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111pmin g Democrat,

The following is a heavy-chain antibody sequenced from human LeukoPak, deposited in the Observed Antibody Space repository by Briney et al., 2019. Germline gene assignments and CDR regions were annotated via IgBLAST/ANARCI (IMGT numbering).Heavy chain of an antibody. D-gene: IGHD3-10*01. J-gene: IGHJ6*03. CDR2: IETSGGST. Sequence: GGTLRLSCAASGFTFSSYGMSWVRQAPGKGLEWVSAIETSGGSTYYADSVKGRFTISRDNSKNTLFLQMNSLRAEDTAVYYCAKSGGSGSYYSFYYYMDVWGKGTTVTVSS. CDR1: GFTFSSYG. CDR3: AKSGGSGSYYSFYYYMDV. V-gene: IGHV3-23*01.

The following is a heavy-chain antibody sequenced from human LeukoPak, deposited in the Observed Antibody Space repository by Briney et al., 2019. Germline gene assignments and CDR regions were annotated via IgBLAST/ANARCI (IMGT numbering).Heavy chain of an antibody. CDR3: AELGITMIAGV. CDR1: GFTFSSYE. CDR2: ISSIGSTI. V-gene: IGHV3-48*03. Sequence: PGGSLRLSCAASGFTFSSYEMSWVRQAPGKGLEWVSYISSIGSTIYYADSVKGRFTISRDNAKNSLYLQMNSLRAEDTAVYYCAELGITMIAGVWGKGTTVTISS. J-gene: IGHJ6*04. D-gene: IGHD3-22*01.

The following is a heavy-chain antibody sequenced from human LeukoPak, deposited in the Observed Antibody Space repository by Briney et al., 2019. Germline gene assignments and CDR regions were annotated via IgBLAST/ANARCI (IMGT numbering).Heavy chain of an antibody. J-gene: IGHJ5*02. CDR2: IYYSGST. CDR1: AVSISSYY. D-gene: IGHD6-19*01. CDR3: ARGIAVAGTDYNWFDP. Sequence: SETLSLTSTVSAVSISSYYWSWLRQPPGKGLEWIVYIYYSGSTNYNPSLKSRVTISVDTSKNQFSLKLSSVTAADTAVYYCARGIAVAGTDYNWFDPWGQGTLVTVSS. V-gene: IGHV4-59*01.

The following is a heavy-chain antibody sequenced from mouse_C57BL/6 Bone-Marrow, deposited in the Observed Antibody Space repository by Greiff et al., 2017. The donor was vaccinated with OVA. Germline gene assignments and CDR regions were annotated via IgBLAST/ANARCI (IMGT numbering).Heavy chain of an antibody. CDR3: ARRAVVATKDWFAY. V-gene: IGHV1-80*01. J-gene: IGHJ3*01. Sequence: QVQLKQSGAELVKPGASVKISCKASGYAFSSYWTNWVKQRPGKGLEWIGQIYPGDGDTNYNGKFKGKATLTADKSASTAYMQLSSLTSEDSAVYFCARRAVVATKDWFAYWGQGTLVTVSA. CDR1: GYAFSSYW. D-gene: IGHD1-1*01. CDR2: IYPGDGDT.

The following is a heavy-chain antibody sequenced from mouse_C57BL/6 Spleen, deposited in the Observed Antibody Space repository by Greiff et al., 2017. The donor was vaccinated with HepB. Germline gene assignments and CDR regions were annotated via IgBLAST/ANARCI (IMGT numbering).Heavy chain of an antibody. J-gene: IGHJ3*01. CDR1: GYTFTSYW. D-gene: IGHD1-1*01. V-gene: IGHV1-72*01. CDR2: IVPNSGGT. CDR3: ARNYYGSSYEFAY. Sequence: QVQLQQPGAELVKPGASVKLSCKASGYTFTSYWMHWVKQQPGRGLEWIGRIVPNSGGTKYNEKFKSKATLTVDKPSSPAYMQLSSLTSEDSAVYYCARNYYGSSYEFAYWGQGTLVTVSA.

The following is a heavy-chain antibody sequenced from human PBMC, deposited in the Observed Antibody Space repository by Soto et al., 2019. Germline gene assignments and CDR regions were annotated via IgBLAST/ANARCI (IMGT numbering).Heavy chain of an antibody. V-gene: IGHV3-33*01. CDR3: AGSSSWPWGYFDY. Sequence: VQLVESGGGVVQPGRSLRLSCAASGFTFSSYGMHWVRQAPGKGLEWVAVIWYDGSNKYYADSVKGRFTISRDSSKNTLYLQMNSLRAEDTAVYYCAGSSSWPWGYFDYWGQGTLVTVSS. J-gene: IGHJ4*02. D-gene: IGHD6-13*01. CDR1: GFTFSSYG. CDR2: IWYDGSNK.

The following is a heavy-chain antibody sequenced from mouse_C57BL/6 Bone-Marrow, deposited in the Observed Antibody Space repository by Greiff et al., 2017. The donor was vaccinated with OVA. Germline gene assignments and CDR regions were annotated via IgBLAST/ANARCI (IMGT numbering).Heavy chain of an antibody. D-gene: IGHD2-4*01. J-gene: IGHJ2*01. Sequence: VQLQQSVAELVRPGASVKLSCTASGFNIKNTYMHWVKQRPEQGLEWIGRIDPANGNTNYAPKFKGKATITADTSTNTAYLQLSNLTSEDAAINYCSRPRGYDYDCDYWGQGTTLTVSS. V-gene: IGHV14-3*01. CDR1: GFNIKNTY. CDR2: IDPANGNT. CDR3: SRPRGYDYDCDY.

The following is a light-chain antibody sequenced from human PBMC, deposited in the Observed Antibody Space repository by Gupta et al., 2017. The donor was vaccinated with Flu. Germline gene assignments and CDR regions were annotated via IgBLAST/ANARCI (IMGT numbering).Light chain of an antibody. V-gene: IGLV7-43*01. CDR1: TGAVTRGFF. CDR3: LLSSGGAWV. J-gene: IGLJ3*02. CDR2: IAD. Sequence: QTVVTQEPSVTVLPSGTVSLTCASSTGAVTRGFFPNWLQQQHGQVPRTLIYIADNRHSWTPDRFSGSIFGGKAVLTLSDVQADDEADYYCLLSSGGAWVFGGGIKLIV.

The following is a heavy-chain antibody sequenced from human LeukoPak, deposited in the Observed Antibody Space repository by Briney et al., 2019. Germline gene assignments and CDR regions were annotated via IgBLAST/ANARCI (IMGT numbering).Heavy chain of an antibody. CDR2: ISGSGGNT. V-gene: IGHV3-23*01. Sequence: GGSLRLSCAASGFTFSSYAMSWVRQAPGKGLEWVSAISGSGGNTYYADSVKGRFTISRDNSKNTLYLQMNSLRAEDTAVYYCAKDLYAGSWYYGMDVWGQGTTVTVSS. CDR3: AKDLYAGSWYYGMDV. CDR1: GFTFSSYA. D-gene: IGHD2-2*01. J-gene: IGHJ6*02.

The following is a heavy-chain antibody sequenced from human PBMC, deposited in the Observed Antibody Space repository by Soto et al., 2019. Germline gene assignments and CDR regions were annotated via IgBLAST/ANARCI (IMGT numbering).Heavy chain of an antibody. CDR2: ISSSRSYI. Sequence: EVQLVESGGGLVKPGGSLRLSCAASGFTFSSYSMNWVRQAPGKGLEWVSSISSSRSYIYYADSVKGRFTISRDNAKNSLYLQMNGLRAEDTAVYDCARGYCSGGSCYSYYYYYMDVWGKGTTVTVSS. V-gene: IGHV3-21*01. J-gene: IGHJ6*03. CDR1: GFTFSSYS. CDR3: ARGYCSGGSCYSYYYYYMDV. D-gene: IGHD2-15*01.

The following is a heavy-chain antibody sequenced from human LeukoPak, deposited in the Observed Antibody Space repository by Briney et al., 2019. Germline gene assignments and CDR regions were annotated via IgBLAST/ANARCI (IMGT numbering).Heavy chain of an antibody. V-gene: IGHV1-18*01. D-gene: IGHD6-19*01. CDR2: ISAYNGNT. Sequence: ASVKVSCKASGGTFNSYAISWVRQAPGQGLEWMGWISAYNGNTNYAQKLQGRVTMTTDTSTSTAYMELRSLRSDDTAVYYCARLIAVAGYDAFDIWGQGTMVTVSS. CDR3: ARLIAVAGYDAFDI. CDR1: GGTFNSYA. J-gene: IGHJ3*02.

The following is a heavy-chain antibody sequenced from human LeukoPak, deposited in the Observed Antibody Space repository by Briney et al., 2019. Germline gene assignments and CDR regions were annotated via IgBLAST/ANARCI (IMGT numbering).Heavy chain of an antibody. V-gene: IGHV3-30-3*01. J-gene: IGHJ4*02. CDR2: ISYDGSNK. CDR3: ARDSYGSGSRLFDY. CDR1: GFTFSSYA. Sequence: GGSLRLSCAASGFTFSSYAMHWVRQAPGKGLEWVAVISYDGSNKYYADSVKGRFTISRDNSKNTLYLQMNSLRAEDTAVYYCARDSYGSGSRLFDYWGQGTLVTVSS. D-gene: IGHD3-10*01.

HARVEY SICKLER, Publisher. VOL VII. Ppraiittj pcmocraf, A Democratic weekly Ttmi—l copy 1 jer, (in advance) $2,00 ;if not paid within six months, $2.50 will b churned NO papor will bo DISCONTINUED, until all ar oarages aro paid; nnloss at tho option of puMishor. RATES OF ADVERTISING. TEH LUTKO COHSTITVTK A SQUARE. One square one or threo insertions $1,50. Every subsequent insertion less than 6 50 fiasL ESTATC, VEBSOHAL PROPERTT, and GBHSBAL ADVERTISIHG, as may be agreed upon. FATKKT MEMCIHXS and other advertisements oy the column: One column, 1 year, S6O Half column, 1 year Third column, 1 year, Fourth column, 1 year, 20 Business Cards of one square or less, per year, With paper, SB. X3T EOITORIAL or LOCAL ITEM advertising—with out Advertisement —15cts. per line. Liberal terms made with permanent advertisers. EXECUTORS, ADMIKISTBATUKS andAl'Dl tOß'S NOTICES, of the usual length, $2,50 OBITUARIES,- eieeeding ten lines, each ; RELI GIOUS and LITERARY NOTICES, not of general Interest, one half the regular rates. or Advertisements must be handed in by Tcas- BAT NOOE, to insure insertion the same week. JOB WORK •fall kinds neatly executed, and at prices to suit the times. All TRANSIENT ADVERTISEMENTS and JOB WOKE must he paid for, when ordered justness gtoUcr*. R7& W E LITTLE, ATTORNEYS AT LAW Office on Tioga Street Tuukhacoeck Pa WM. M. PIATT, ATTORNEY AT LAW\Of fice in Stark's Brick Block Tioga St., Tunk nannock, Pa. H S. COOPER, PHYSICIAN A SURGEON • Newton Centre, Luierno County Pa. L, PARRISH, ATTORNEY AT LAW • Offi -e at the Court House, in Tunkhannock. Wyoming Co, P* W~ RHOADS, PHYSICIAN k SURGEO N • will attend promptly to all calls in his pro fession. May be found at his Office at the Drug Store, or at his residence on Putman Sreet, formerly occupied by A. K. Peckham Esq. DENTISTRY. DR. L. T. BURNS has permanently located in Tunkhannock Borough, and respectfully tenders his professional services to its citizens. Office on second floor, formerly occupied by Dr. Oilman. 6030tf. PORTRAIT, LANDSCAPE, A Mil SSNTHENTAI IFAINTZNG, Sty y+". HUG EH, Artist. Rooms over the Wyoming National bank,in Stark's Bnck Block, TUNKHANNOCK, PA. Life-size Portraits painted from Auibrotypos or Photographs—Photographs Painted in Oil Colors All orders for paintings executed according to or der, or no charge made, KT Instructions given in Drawing, Sketching, I Portaait and Landscape Painting, in Oil or water Colore, and in all branches of the art, Tunk , July 31, 'g7 -vgaSO-tf. NEW TAILORING SHOP The Subscriber having had a sixteen years prac lic&l •iptriftoct in cutting and making clothing now offers his services in this line to the citisens of ■icgOLSoi and vicinity. Those wishing to get Fits will find his ahop the fijj* to get them, -nSG-6mof Jot, R, SatTH boltonT+ouseT JIAIIKISHTJKG, PKNNA. •' BT?H1 "' Ting Ut *'Y purchased the EH LEE HOUSE property, has already com mencediuch alterations and improvements as will render this o d and popular House equal, if not supe rior, to any Hotel in the City of Harrisburg. fu iVSr toe * P &tron * is refpect- GEO. J. BOLTON WALL'S HOTEL, Y'HIS establishment has recently been refltted an * furnished in the latest style. Every attention wh tt.T TeD V eomfort anJ convenience of those rno patronize the House. NORTH BRANCH HOTEL, MESHOPPEN, WYOMING COUNTY, PA. w . H. CORTRIGHT, Prop'r H tbe proprietorship of the above lender the h' ' ander 'gned will spare no efforts • •" - 10 w..awiiGßi. MEANS' HOTEL 'OW" ABJUa T * B- B. BARTLET, ILATEEFT,, BBANIA*DHORGA, ETAIAA B Y. PROPRIETOK. nd h BE?T ARR??J?D'H U ° n# * LAB9ItST is fitted up Hi th. "f, ln tbe Wd no a r . ln °^ m ,® d,rn " nd "nproved style, (JTTMTHLN KTAH • it | PLOIMAT MD F v 5 .Vf p r n 8 Ho for all, * V i, s4l, ly, ' OIIIELL k BAIIATYIE S CQLIMI A LARGE STOCK! OF SPUING GOODS, JUST RECEIVED AND For Sale CHEJLP, ALL KINDS OF Produce TAKEN IN EXCHANGE FOR GOODS AT 1 BUNNELL * BANNATYNETB Tunkhannock, Pa. vbnil. TUNKHANNOCK, WYOMING CO., PA. •• WEDNESDAY, AUG. 7,1867. INTERESTING TRUTHS. To slumber in the open slr, On meadow twenty perches square, Without a mate the space to share— That'a roomy! To stay in Morpheas' arms until At midnight, pitchy, dark and chill, Aroused by foot-pad's whistle shrill— That's gloomy I To leave at eventide your spouse At work alone on shirt or blouse ; Whilst in a club-room you carouse— That's roviDg ! To sit at home, and there amuse One whoso companionship you choose. And would not for a kingdom lose— That's loving ! To take on balcony your chair la summer, after Sol's hot glare, And snitf the perfumed evening air— That's breezy ! To find, just as your box of snuff You ope, a very sudden puff Give to you more tuan quantum, sriff— That's sueezy! To make, as Barnums do, untaught, A princely fortune out of naught, By catching dupes, yet ne'er caught— Thai's clever! To find yourself so very rich, That in the gutter gold you pitch, And don't wish any more of "sich"— That's never! THE POOR WASHERWOMAN. "I declare, I Lave a mind to put this bed quilt into the wash to-day. It does not really need to go, either ; but 1 think I'll send it down." "Why will you put it in, Mary, if it does not teed to go ?'' asked her good old aunt in her quiet and expressive way. | "Why, you see, aunt, we have but a ■mall wash to-day ; so small that Susan will get through at one o'clock at the la test, and I shall have to pay her the same as though she worked till night; 60—" "Stop a moment, dear," said the old la dy gently, "stop a moment and think.— Suppose you were in the same situation as poor Susan is, obliged, as you tell me, to toil over the, wash tub six davs qui of, the sever., for the bare necessaries of life, j would you r.ot be glad once in a while to ; get through before nicht, to have a few hours of day-light to labor for yourself: and family, or better still, a few hours to rest ? Mary, dear, it is a hard, hard way for a woman to earn a living ; begrudge ! not the poor creature an easy day, This is the tourth dav in succession she has ris- j on by candle light, and plodded through the cold here and there to her customers' houses, and toiled away existence. Let her go at noon, if 6he gets through ; who knows but that she- may have come from the sick bed of some loved one, and counts the hours, yes, the minutes, till returning fearing that she may be one too late ? 1 Put it back on the bed, and sit down here, while I tell you what one poor washerwo- i man endured because her employer did as you would to make out the wash." And the old woman took off her glasses and wiped away the tears that from some cause bad gathered in her aged eyes, and then with a tremulous voice related the promised story, "There was never a more blithesome bridal than that of Ada R. None ever had higher hopes ; more blissful anticipa j tions. She married the man of her ehoice, one of whom any woman might be proud. Few, few, indeed, had a sunnier life in prospect than she had. "And for ten years there fell no shadow on her path. Her home was one of beau tv and real comfort; her husband the nme kind lovmg man as in the days of courtship; winning laurels every year in his profession ; adding new comforts to his home, and new joys to his fireside. — And besides these blessings God had giv en another: a little crib stood by the bed side, its tenant a golden haired baby boy, the image of its noble father, and dearer than ought else conld offer. "But I must not dwell on"those happy days, my story has to do with other days. It was with them as it has often been with others ; just when the cup was the sweet est it was dashed away. A series of mis fortimes and reverses occurred very rap idly, and swept away from them everything but iove and their babe. Spared to each other and to that, they bore a brave heart, and in a distant city began a new fortune. Well aod strongly did they struggle, and at length began once more to see the sun light of prosperity shine upon their home. But a little while it stayed and then the shadows fell. The husband sickened and laid for many months upon a weary couch, languishing not only with mental and bodi ly pain, but oftentimes for food and medi cine. AH that she could do the wife per formed with a faithful hand. She went from one thing to another, till at length, she, who had worn a satin garment on her bridal day, toiled at the washtub for the scantiest living. In a dreary winter, long before light she would rise morning after morning, and labor for the dear ones of her only home. Often she had to set off through the cold deep snow, and grope her way to kitchens which were sometimes smoky and gloomy and toil there at rob bing, rinsing and starching, not unfreqnent ly wading knee deep into the drifts to hang out the clothes that froze even ere she had fastened them to the line* And, when night came, with her scanty earning she would grope through the cold and snow to her oftimea lightlcfls and flreless home, for her husband was too 6ick to tend even the fire, or strike a light, And ®b, with what a " To Speak his Thoughts is Every Freeman's Right. " shivering heart would she draw near fear ing she would be too late! It is a fact for six weeks at one time she never saw the face of her husband or her child, save by the lamp light, except on Sabbath. How glad she would have been to have had, once in a while, a small washing gathered for her," "One dark, winter morning, as she was preparing a frugal breakfast, and getting everything ready beforo &he left, her hus band called her her to his bedside. "Ada," said he, almost in a whisper, "I want you to try and come home early to-night; be home before the light goes out; Ada." "I'll try," answered she, with a choked utterance. "Do try, Ada, I have a strange desire to see your face by day-light. To-day is Friday; I have not seen it since Sunday. I must look upon it once again." "Do you feel worse ?' 6he inquired. "No, no, I think not, but I want to see your face once more by sunlight. I can not wait till Sunday." Gladly would she have tarried by his bedside till ihe sunlight had stolen through the little window; but it might not be. — Money was wanted, and she must go forth to labor. She left her husband. She reached the kitcbeu of her employer, and with a troubled face, waited for the basket to be brought. A smile played on her wan face as she assorted its contents. She could get through easily by two o'clock ; yes, and if she hurried, perhaps by one.— Love and anxiety lent new strength to her weary arms, and five minutes after tbe clock struck one, she was just about emp tying the tubs, when the mistress came in with a couple of bed quilts, saying; "As you have a small wash to-day, Ada I think you may do these yet." After the mistress had turned her back a cry of ago ny, wrung from the deepest fountain of the washer-woman's heart, gushed to her lips. Smothering it as best she could she set to work again, and rubbed, rinsed, and hung out. It was half past three when she start ed for home, an hour too late!" and the aged narrator sobbed. "An hour too late," she continued after a pause. "Her husband was dying; yes almost gone! He had strength to whis per a few words to his half frantic wife, to tall her, Knot lie lonnrerl to Wilt ,pnrvn her face; that Tie couTa not seener then, he lav in the shadow of death. One hour she pillowed his head upon her suffering heart and then be was at rest." "Mary, Mary, dear," and there was a soul touching emphasis in the aged wo man's words, "be kind to yonr washer wo man. Instead of striving to make her day's work as long as may he, shorten it, lighten it. Few women will go out wash ing daily unless their needs are pressing.— No woman on her bridal day expects to la bor in that way : and be sure Alary, when she is constrained to Jo so, it is the last resort. That poor woman, laboring now so hard for you, has not always been a wash er woman. She has seen better days no doubt, and I know she has passed thro' terrible trials, too. I can read ber story in her pale face. Be kind to her; pay her what she asks, and let her go home as early as possible, "You have finished in good time to-day Susan," said Mrs. M., as the washer woman with her old cloak and hood on, entered the pleasant room to get the money she had earned. "Yes, ma'am I have; and my heart, ma'- am, is relieved of a heavy load, I was to afraid 1 should be kept till uighL and I am needed at home." "Is there sickness there ?" said the aunt Tears gushed to the woman's eyes as she answered; "Ah, ma'am ! I left my baby almost dead this morning; he will be quite so to morrow. I know it, 1 have seen it too many times ; and none but a child of nine years to attend to bim. Oh, 1 must go, and quickly !" And, grasping the money she had toiled for, while her baby was dying, she hurried to her dreary home. Shortly after thay followed her; the young wife who bad never known sonow and the aged matron whose hair was white with trouble ; fol lowed her to her home 1 She was not too late. The little dying boy knew his mother. But at midnight ho died, and and then kind hands took from the mother the lifeless form, closed the closed the bright eyes, straightened the tiny limbs, bathed the cold clay, and fold ed about it the pure white shroud; and did more; they gave what tbe poor so sel dom have, time to weep. "Oh, Aunt," said Mrs. M., with tears in her eyes, "if my heart blesses yoa how much more must poor Susan's. Had it not been for you she would have been too late. It has been a sad but a holy lesson. I shall always be kind to the poor washer woman. But, aunt, was the story you told me a true one, all true I mean ?" "The reality of that story whitened this head when it had sean but thirty summers, and the memory of it has been one of my keenest sorrows. It is not strange, there fore that I should*pity the poor, washerwo man ?' era committee of the Illinois Legisla ture visited the Inßane Asylnm at Jackson ville, during the last session of the Legis lature. When the committee was going through the bnilding, an insane man, who had evideutly boon something of a politi cian, approached one of the legislators and said ; "Ah, how do you do, sir ? You got elected at last, didn,t you 1" Tbe honora ble drew himself up with a consequential and patronizing air, and said , "Oh yes, I got elected." The crazy man, with a grave look replied: "Yes, you did, A great many fools get elected now." Fou THE GIRLS-IIOW TO GKT A UUSBAIVD —From an excellent communication pub lished in the Columbus (Miss.) of June 8. we copy the following "expressly for the girls lieing old, and therefore allowed license for teasing the girls on matrimonial sub jects, I consult them about their future prospects often, and find that the opinion obtains with them, that the young men were never so slow in proposing as in these days ; which we must admit, gives them a good, not to say, all-powerful reason for not taking a husband. Now, young ladies, the whole secret with nine-tenths of you, of not being able to get off your parent's hand,is simply this , you don't know how lo work. You cau't keep house. You can't make a pair of breeches.— You can't tell, for tho life of you, the dif ference between bran and shorts, or which cow gives buttermilk. The young men gen erally came out of the war "with the skin of their teeth,' with no fortune, I might say but their wardrobes of gray and their grey canteens, and to marry with them now, rest assured, relates more to making a living with the assistance of a loving industrious helpmate, than indulging in opera music, moonshine and poetry. Do yoa know what they say of one of your butterfly young ladies who has held in the parlor en gaged by the hour listening to "elegant nothings !" Nineteen times out of twenty it is this—"Well, she is all right for an evening's entertainment, hut she will not make a good wife ?" There if no possible objections to the ac complishments of music, painting and the like, as such, but the idea is to set these parlor amusements aside for the period when the stern duties of married life call for your practical knowledge. Show the young men that yon can do your part of double business ; that you can cook a meal's victuals on a pinch, that you can sweep up and dust and darn old stockings, and save a penny toward an accumulated pound that you will not be a dead expense to him through life. Believe me young friends, as many true, heroic, womanly hearts beat over household duties, as flutter beneath the soft light of a parlor chandalier. Your kiss is just as sweet, your smiles just as bright, your heart as happy and tender, after a day's exertion in a sphere worthy Miswf ambition to dt your part in life ; cultivate industrial habits, and let the parlor accom plishments I have roughly enumerated go to thunder. It is astonishing how soon a domestic young lady is found out and ap preciated. It is because she is such a rare exception to the general rule- CHURCH MUSIC. God has established so intimately this law of nature, that "out of the Heart the mouth speaketh." that it is impossible that music and devotion can be divorced. The melody which the heart makes in itself, strives and rushes to the utterance of the lips; and the sweet repose of the soul, in its rapt communion with God, is nursed by the harmonies which are going on, day and night, around the throne of God; where the sea of uplifted countenances reflects the light of His countenance, and ten '.housand times ten thousand tongues utter the vol umed music that bursts from as many adoring hearts. No scene on eaith can as much resemble this, as a whole congre gation, lifted np on their feet, and joining in one chorus of musical worship. This is the only true conception of ecclesiastical music; and when this is realized in prac tice, one most important element is gained of the beauty of holiness. In order to do this, the melodies of the Church should be simple; to bespeak those feelings oi devotion which are among tho simplest of the humau breast. Its harmonies should be broad and grand, to embrace the whole soul, and bear it strong ly up. Its symphonies should be short and easy; its voluntaries fitted to tbe character of the occasion, aud the spirit of the sermon. There is no occasion in which human art should so studiously conceal itself, and become the secret niis trant of heaven, as in the music of religious pathos, penitence and praise. When these requisites are met, the music oftlu Church become what it ought to be—congrega tional—the music of the whole—beautiful to the ear, and to the soul. Hut these requisites are too often scorn ed by the ambition of modern act. Tbe taste that is bred at operas and concerts soon learns to discredit the legitimate char acter of ecclesiastical compositions, and craves the higher excitement of music;— its unusual harmonics, itk minuto beauties, its exquisite detail. It grows to love the art for its own sake ; and to admire the performance, instead of feeling its design. When this occurs, the music becomes a mere exhibition ; it is delegated, as a work to a few ; and tbe congregation are listen ers, instead of worshippers. Here are two essential absurdities—substituting the the means for the end, and making that which is beautiful in itself offensive by be ing out of place. So far as this practice prevails, it perverts this beautiful part of sacred worship, and spoils it of all the beauty of holines. — A. H. Vinton's ser mons. To be a Democrat is to be a lover and supporter of good government, an en emy anarchy, and a foe of despotisms Democrats stand by the rights of all nun and recognize the distinction of races, as made by tbe Creator of all. Before the execution of Maximilian, Me ia and Eirimon, Mejia's wife ran distract edly through the streets, carrying a new" born babe, , CURIOUS ANTICS 07 MRS. SCRUG GINS' COW. "We use to keep a cow when we, lived in Cincinnatter. And, oh massy sich a cow I She nsed to come up as reg lar to ber milk as clock-work. She d knock a the gate with her boms jest as sensible as any other hnman critter. Her name was Rose. I never knowed how she got that name, for the was black as a kittle. Well, one day Rose got sick and wouldn't eat nothin, poor thing 1 and a day or two arter she died; I rally do be believe I cried when that poor critter was gone. Well, we went a little spell with out a cow; but I told Mr. Scriggins it wouldn't do no way nor no how, for have another cow we must: and he gin in.— Whenever I said must, Mr. Scruggins knowed I meant it. Well, a few days ar ter he cum home with the finest eow and young calf you ever seed. He gin thirty dollars for her and the calf, and two levies to a man to help bring her hum. Well, they driv her into the back yard, and Mr. Scruggins told me to cum out and see her, and I did ; and I went up to her jest as I used to did to Rose ; and when I said 'Poor Sukey,' would you believe it, she kicked me right in the fore part of the back. Her foot cotched into my dress, bran new dress tue, cost two levies a yard, and she took a levy's worth right out, jest as clean as the back of my hand, I screach ed right on, and Mr. Scrnggins coched me as I was droppin—l wasn't quite as heavy then as I am now—and he carried me to the door, and 1 went in and sot down. I felt kind o' faintish, I was so 'bominably skeered. Mr. Scruggins said he'd lam her better manners, so he picked up the poker and went out. But I hadn't hardly begun to git a little strengthened up, afore in rushed my dear husband, flour ishing the poker, and that wicious cow ar ter him, with her head down and tail up, like all mad. Mr. Scruggins jumped into the room ; and afore he had time to turn round and shut the door, that desp'rate cow was in tue. Mr. Scruggins got up oq the dining table, I run into tbe parlor. I thought I'd be safe there, but 1 was skeered so bad that I forgot to shet the door, and, after hooking over tho din ing table and rolling Mr. Scruggins off, in she walked into the parlor, shaking her head, jest as mnch as to say. "I'll give you A touch now " T J*mr*c<l on A chftir, but thinking that wanT bigb enough, I got one foot on tbe brass knob of the Franklin stove, and put the other on the mantle piece. You ought to have seen that cow in onr parlor. She looked all round as if she was 'mazed. At last she looked into the looking-glass, and thought she see an other cow exhibiting passion, like herself. She shuck her head and pawed the carpet, and so did her reflection, and, would you believe it; the awful brute went right into ray looking-glass! Well, then I boo-ood right ont. I 'spoße she thought she heard her calf, for she poked her head into Mr. Scruggins' book case—no doubt she smelt the calfskin covers. All this time I was gitting agonized. The brass knob on tbe stove got so hot that I had to sit on the narrow mantle-piece and hold on to noth in'. I dassint move, for fear I'd slip off. Mr. Scruggins come round to the front door, but it was locked, and then be cam to the window and opened iL I jumped down and run for tbe window, and hadn't more than got my head out afore I beanl that critter comin' arter me, Gracious, but I was in a hurry. More haste less speed, always; for the more I tried to climb quick, the longer it took me ; and, would you believe it? just as I got ready to jump down, that brute of a cow cotch ed me behind, and turned me clean over and over and over clean out of the win dow. Well, when I got right side, (as they put looking glass boxes,) I looked up to the window, and there stood that cow, with her head between the red and white curtains, and with another piece of my dress dangling on her horns. Well, hus band and ine was jest starting for the little alley that run alongside of the Loose, when that cow gin a bcwl, and out of tbe window she come, whiski.V her tail about. It cotched on fire in the Franklin stove, and it served her right. Mr. Scruggins and me run into the aily in such haste we got wedged fast. Husband tried to get B head, but I'd been in tbe rear long enough and I wouldn't let him. And, would you believe it ] that dreadful cow no sooner seen us in the alley, when she made a dash. But, thank goodness, she stuck fast tue. Husband tried the gate, but that was fast, and there was nobody inside the houso to opeD iL Mr. Scruggins wanted to climb over and unbolt it, but I wouldn't let him. I wasn't going to be left alone agin with that desp'rate cow. if she was fast; and I made him help mo over the gate. Ah, dear! climbing a high gate, when you are skeered by a cow, is a dread ful thing, and I know it! Well, I got over, let husband in, and tben it took him and me, and four other neighbors, to git that dreadful critter out of the alley.— She bellowed and kicked, and her calf bel lowed to her, and she bawled back again ; but we got her out at last, and sich a time, ah deat 1 "I bad enough of her. Husband sold her tor S2O the next day. It cost him sev enty cents to git her to market; and when he tried to pass one of the $5 bills be got, would yon believe it ? the nasty rag was a counterfeit. Mr. Scruggins said to his dy ing day that he believed the brother of the man that sold him that cow bought it baek again, I believe it helped to worry my poor husband to death. Ah, child, yon better believe I know what cows is." The old lady's agitation was so great at this point of tbe story, she dropped a stitch | in her knitting, TERMS, fa.oo Per. AVITtM, in Ad-raaoo. fJijjf auto ftjier&ijse. OWED TO PBIKTEBB. When inkless printers stoop to credit. And find too Iste that men wont pay What ehsrm etn soothe the Scribes wbo edi 17 Whet art can wash the debt my 7 The only art their case to better, To briog the money when 'tis due, To gl>e repentance to the debtor, And wring the pocket— is to sue. - '•I'LL MENTION rr TO HIM."—TWO young lawyers, Archy Brown and Thoe. Jones, were fond of dropping into Mr. Smith's parlor and spending an hour or two with his Mary. One erening, when Brown thrfMaty had discussed almost every topic, Brown sud denly and in his sweetest tones strode oot as follows : "Do yon think, Mary, yon oonld leave fk ther and mother, this pleasant home, ail its ease and comforts, emigrant to the far Weak with a young lawyer, who baa little besides his profession to depend upon, and with him find a new home, which it abonld be yonr joint dutv to beautify and make beaaliful and happy like this 7" Dropping her head softly on his shoulder, she whispered: "I think I coold, Archie." " "Well," said he, "there is Tom Jones who is going to emigrate, and wanU to get a wife j I'll mention it to htm." Indignantly aba re plied, "you need not trouble yourself." A FEW HARD THINGS Experience and observation have taoght men that it is: Hard to quit chewing tobacco. Hard to keep from eating to mad*. Hard to drink liquor and not be intemper ate. Hard to pay our debts. Hard to resist temptation. Hard to believe a man yon know to bt n liar. Hard to turn the other cheek when yon are struck. , Hard to borrow money from friends whey Hard to love our enemies. WELL Put IN. —At Adams' Eaprets Office in Philadelphia, Tuesday, directed to the Uni ted States Hotel, Atlantic City, was a box made cf latch wood, light almost as pasteboard tbns tenderly inscribed : " TO THE EXPRESS AGENT. "This package contains a dock of a bonnet: Expressman, I pray you, place nothing upoa it. 'Tisjinade of a ribbOD, a straw and a feather, The whole with a postage stamp fastened to gether. Its owner, a damsel, is youthful and fair, But, like Flora MTlimsy, has nothing to wear' Beware, then, expressman! I warn yon take beed, And forward this bonnel with ears and with speed." 1 • An unmitigated wretch complies tiro fob lowing memoranda for young ladies : "Hart a good piano or none, Be sure to bam * 'dreadful cold' when asked to 'favor the com paqy.' -Cry at a wedding, but don't faint. Always scream at a spider. Never leave your curl papers in the drawing room. Drop your handkerchief when yon am going to faint. Mind yon are 'engaged' if yon danfk like your partner. Abjure ringlets on a wet day. Never faint unleea it ia convenient 4a fall into the arms of the young gentleman yon love. Remembcc, it ia vulgar in the extreme to know what your mother ia going to have for dinner. When you go aboppjng be runs to take your ma along to carry the handles M " SAM," said a terrible infant at breakfast table, a few mornings since, to a lovelorn swain, "can fishes run ; they twim by using their fins end tails." "Well, then, what did Cousin Sophie mean when she said you look ed in the morning like the last run of shad ?" ll is believed that when Cousin Sophia caught that "terrible infant" alone, her con. dtict toward him was not caressing. A young gentleman named Torn, recently married hia cousin of the same name. When intetrogated as to why he did so, be replied that it had always been a maxim of his that one "one good turn deserved another," and he had acted accordingly. A pert yonng lady was walking one morn ing on the Steyne, at Brighton, when encoun tered the celebrated Wilkes. 'You see,' ob served the lady, 'I am come oat for a tittle suit aod air.' 'Yau had better madam, get a little husband first.' lied noses are light-houses to warn ftps gers%t tho sea of lije off the coast of Malaga, Jamaica, Santa Crux and Holland. Hood's famous poem, the " Song of the Shirt," origioelly bed the title "Tele of the Shirt." Before the poem wee published, its author aaw something ludicrous in his title end so changed it to its prases* *■. The road ambition travels is too narrow for friendship, too crooked for too fogged for honeaty, aod too dark for science. NO. 1, .